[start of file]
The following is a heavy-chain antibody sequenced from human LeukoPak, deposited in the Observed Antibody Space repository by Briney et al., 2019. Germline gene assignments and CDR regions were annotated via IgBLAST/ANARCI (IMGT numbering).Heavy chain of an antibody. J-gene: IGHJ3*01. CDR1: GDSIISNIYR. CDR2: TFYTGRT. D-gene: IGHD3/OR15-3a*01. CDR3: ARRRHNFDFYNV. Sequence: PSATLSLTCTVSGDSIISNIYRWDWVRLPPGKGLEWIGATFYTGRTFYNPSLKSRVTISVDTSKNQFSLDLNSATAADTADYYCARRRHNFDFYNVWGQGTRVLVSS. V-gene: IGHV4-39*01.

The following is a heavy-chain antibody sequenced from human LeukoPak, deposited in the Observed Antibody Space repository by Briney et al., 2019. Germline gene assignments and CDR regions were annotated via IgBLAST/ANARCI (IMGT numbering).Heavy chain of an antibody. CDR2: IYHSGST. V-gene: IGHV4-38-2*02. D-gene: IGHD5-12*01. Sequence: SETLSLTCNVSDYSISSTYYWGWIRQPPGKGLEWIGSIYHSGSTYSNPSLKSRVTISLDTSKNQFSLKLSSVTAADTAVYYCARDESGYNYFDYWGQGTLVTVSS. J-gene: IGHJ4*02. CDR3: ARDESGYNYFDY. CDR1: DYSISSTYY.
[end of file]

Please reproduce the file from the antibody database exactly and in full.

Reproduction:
The following is a heavy-chain antibody sequenced from human LeukoPak, deposited in the Observed Antibody Space repository by Briney et al., 2019. Germline gene assignments and CDR regions were annotated via IgBLAST/ANARCI (IMGT numbering).Heavy chain of an antibody. J-gene: IGHJ3*01. CDR1: GDSIISNIYR. CDR2: TFYTGRT. D-gene: IGHD3/OR15-3a*01. CDR3: ARRRHNFDFYNV. Sequence: PSATLSLTCTVSGDSIISNIYRWDWVRLPPGKGLEWIGATFYTGRTFYNPSLKSRVTISVDTSKNQFSLDLNSATAADTADYYCARRRHNFDFYNVWGQGTRVLVSS. V-gene: IGHV4-39*01.

The following is a heavy-chain antibody sequenced from human LeukoPak, deposited in the Observed Antibody Space repository by Briney et al., 2019. Germline gene assignments and CDR regions were annotated via IgBLAST/ANARCI (IMGT numbering).Heavy chain of an antibody. CDR2: IYHSGST. V-gene: IGHV4-38-2*02. D-gene: IGHD5-12*01. Sequence: SETLSLTCNVSDYSISSTYYWGWIRQPPGKGLEWIGSIYHSGSTYSNPSLKSRVTISLDTSKNQFSLKLSSVTAADTAVYYCARDESGYNYFDYWGQGTLVTVSS. J-gene: IGHJ4*02. CDR3: ARDESGYNYFDY. CDR1: DYSISSTYY.